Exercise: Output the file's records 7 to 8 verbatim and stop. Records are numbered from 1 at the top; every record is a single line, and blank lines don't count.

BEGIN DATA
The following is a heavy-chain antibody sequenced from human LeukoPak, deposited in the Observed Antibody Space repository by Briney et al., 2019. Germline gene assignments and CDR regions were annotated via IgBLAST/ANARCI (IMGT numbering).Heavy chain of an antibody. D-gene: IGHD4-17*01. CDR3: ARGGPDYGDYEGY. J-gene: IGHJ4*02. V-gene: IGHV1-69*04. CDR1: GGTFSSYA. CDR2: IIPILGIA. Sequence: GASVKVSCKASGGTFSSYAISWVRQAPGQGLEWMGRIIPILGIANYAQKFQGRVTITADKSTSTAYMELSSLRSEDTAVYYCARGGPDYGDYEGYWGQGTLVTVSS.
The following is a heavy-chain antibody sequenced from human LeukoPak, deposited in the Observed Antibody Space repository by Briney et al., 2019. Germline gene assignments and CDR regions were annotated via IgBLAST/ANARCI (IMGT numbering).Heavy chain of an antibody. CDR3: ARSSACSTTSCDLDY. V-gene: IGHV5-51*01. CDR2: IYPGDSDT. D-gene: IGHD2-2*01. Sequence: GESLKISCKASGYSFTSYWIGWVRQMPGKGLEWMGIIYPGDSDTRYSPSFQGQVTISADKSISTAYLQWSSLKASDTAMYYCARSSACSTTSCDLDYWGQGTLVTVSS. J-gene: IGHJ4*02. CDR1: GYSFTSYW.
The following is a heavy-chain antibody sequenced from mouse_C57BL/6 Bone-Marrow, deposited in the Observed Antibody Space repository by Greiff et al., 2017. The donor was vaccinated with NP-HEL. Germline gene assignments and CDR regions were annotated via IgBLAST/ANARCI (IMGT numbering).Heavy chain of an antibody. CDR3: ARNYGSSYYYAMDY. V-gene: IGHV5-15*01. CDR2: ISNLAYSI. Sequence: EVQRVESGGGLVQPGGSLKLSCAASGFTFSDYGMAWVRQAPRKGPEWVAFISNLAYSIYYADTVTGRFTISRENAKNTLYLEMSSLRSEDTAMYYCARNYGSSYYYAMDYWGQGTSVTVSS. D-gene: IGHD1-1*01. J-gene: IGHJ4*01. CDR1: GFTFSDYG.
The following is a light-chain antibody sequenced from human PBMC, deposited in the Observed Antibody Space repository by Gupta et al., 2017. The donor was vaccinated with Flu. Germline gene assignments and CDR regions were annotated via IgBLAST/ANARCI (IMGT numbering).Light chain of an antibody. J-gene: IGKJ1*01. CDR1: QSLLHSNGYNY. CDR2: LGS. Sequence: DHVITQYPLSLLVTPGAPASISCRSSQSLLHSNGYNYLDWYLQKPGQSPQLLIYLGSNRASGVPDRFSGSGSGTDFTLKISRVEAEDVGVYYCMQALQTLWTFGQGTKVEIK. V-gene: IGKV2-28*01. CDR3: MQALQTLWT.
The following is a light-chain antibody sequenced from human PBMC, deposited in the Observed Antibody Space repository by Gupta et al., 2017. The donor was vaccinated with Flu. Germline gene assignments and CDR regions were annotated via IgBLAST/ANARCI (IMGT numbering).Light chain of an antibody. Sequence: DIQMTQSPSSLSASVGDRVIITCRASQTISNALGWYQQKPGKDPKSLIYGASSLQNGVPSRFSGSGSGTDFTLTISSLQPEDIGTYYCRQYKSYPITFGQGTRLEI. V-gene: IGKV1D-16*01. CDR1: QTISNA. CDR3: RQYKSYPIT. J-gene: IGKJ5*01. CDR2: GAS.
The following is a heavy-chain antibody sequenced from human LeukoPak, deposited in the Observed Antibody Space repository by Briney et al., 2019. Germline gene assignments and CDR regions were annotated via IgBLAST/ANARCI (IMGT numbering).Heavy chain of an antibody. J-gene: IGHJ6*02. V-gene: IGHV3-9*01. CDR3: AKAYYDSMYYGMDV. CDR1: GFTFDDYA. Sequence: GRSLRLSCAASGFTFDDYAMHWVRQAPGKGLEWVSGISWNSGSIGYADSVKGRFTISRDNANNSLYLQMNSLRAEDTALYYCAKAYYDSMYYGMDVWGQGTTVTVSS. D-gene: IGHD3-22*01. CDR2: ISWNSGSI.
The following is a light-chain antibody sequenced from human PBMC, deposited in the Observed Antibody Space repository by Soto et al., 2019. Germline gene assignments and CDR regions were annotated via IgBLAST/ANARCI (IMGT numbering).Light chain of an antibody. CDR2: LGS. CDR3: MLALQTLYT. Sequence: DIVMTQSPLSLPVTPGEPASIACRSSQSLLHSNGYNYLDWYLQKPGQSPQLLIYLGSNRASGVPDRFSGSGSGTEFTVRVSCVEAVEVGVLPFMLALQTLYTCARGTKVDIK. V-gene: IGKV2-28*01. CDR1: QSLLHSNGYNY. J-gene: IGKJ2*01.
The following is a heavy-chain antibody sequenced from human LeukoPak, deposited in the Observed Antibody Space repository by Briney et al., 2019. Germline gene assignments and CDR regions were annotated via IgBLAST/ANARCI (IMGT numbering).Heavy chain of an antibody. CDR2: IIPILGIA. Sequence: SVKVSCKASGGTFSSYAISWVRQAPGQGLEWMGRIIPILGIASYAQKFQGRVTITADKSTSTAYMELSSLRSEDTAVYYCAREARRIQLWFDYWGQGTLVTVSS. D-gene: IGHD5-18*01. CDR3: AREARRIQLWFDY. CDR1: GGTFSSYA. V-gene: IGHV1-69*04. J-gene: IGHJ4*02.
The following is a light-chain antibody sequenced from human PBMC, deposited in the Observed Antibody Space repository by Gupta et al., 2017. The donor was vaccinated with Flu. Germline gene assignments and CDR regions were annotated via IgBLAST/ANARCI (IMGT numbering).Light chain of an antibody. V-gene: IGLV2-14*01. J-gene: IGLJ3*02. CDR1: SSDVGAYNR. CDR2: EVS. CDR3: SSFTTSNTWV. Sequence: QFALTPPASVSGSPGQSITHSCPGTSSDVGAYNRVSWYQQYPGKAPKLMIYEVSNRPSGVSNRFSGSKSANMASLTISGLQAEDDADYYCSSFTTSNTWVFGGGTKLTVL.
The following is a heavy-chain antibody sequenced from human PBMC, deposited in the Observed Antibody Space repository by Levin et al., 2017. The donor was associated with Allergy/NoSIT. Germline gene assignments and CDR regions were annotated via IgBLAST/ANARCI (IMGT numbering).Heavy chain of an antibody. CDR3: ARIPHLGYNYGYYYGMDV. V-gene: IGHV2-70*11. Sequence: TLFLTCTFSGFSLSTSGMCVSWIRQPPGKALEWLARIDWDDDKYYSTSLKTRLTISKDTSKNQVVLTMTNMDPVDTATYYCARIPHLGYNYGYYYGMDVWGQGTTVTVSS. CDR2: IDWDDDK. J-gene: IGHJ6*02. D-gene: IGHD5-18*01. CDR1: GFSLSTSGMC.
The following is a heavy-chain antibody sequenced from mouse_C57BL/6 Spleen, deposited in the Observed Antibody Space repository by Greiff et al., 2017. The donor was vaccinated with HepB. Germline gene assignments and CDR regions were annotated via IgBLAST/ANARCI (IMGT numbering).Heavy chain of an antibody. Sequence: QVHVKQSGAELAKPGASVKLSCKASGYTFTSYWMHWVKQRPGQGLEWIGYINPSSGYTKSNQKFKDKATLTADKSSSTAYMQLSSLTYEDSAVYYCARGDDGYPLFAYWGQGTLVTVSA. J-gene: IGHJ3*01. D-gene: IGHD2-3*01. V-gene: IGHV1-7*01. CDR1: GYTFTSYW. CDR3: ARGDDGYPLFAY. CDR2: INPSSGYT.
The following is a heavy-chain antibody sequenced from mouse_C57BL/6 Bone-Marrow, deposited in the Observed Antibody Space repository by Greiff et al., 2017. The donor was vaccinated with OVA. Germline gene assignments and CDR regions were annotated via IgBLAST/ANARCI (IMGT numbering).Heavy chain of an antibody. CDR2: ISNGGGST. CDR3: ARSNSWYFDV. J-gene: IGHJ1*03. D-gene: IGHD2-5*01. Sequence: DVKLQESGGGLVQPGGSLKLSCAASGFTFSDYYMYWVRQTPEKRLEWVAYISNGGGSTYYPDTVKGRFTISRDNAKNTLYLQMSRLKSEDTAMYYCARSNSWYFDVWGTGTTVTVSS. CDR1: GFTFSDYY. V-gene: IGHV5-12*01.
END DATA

The following is a light-chain antibody sequenced from human PBMC, deposited in the Observed Antibody Space repository by Soto et al., 2019. Germline gene assignments and CDR regions were annotated via IgBLAST/ANARCI (IMGT numbering).Light chain of an antibody. CDR2: LGS. CDR3: MLALQTLYT. Sequence: DIVMTQSPLSLPVTPGEPASIACRSSQSLLHSNGYNYLDWYLQKPGQSPQLLIYLGSNRASGVPDRFSGSGSGTEFTVRVSCVEAVEVGVLPFMLALQTLYTCARGTKVDIK. V-gene: IGKV2-28*01. CDR1: QSLLHSNGYNY. J-gene: IGKJ2*01.
The following is a heavy-chain antibody sequenced from human LeukoPak, deposited in the Observed Antibody Space repository by Briney et al., 2019. Germline gene assignments and CDR regions were annotated via IgBLAST/ANARCI (IMGT numbering).Heavy chain of an antibody. CDR2: IIPILGIA. Sequence: SVKVSCKASGGTFSSYAISWVRQAPGQGLEWMGRIIPILGIASYAQKFQGRVTITADKSTSTAYMELSSLRSEDTAVYYCAREARRIQLWFDYWGQGTLVTVSS. D-gene: IGHD5-18*01. CDR3: AREARRIQLWFDY. CDR1: GGTFSSYA. V-gene: IGHV1-69*04. J-gene: IGHJ4*02.